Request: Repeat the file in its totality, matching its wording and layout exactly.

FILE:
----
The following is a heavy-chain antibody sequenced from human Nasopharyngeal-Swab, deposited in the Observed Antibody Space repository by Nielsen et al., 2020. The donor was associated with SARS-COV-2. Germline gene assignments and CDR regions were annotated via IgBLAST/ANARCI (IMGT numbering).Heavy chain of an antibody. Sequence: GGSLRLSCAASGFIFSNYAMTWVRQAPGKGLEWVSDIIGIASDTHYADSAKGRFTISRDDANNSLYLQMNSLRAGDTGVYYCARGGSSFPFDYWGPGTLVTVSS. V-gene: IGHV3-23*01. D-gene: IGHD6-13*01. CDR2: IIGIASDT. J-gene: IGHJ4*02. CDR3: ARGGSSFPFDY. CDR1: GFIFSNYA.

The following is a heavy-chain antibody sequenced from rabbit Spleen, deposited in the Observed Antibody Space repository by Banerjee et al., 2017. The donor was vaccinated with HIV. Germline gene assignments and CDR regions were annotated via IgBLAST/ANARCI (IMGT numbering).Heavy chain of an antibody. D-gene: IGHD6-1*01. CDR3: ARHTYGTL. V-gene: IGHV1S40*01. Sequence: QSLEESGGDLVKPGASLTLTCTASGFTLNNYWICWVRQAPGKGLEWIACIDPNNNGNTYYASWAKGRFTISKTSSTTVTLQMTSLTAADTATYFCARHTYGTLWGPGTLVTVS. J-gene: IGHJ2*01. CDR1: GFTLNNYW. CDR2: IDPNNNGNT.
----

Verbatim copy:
The following is a heavy-chain antibody sequenced from human Nasopharyngeal-Swab, deposited in the Observed Antibody Space repository by Nielsen et al., 2020. The donor was associated with SARS-COV-2. Germline gene assignments and CDR regions were annotated via IgBLAST/ANARCI (IMGT numbering).Heavy chain of an antibody. Sequence: GGSLRLSCAASGFIFSNYAMTWVRQAPGKGLEWVSDIIGIASDTHYADSAKGRFTISRDDANNSLYLQMNSLRAGDTGVYYCARGGSSFPFDYWGPGTLVTVSS. V-gene: IGHV3-23*01. D-gene: IGHD6-13*01. CDR2: IIGIASDT. J-gene: IGHJ4*02. CDR3: ARGGSSFPFDY. CDR1: GFIFSNYA.

The following is a heavy-chain antibody sequenced from rabbit Spleen, deposited in the Observed Antibody Space repository by Banerjee et al., 2017. The donor was vaccinated with HIV. Germline gene assignments and CDR regions were annotated via IgBLAST/ANARCI (IMGT numbering).Heavy chain of an antibody. D-gene: IGHD6-1*01. CDR3: ARHTYGTL. V-gene: IGHV1S40*01. Sequence: QSLEESGGDLVKPGASLTLTCTASGFTLNNYWICWVRQAPGKGLEWIACIDPNNNGNTYYASWAKGRFTISKTSSTTVTLQMTSLTAADTATYFCARHTYGTLWGPGTLVTVS. J-gene: IGHJ2*01. CDR1: GFTLNNYW. CDR2: IDPNNNGNT.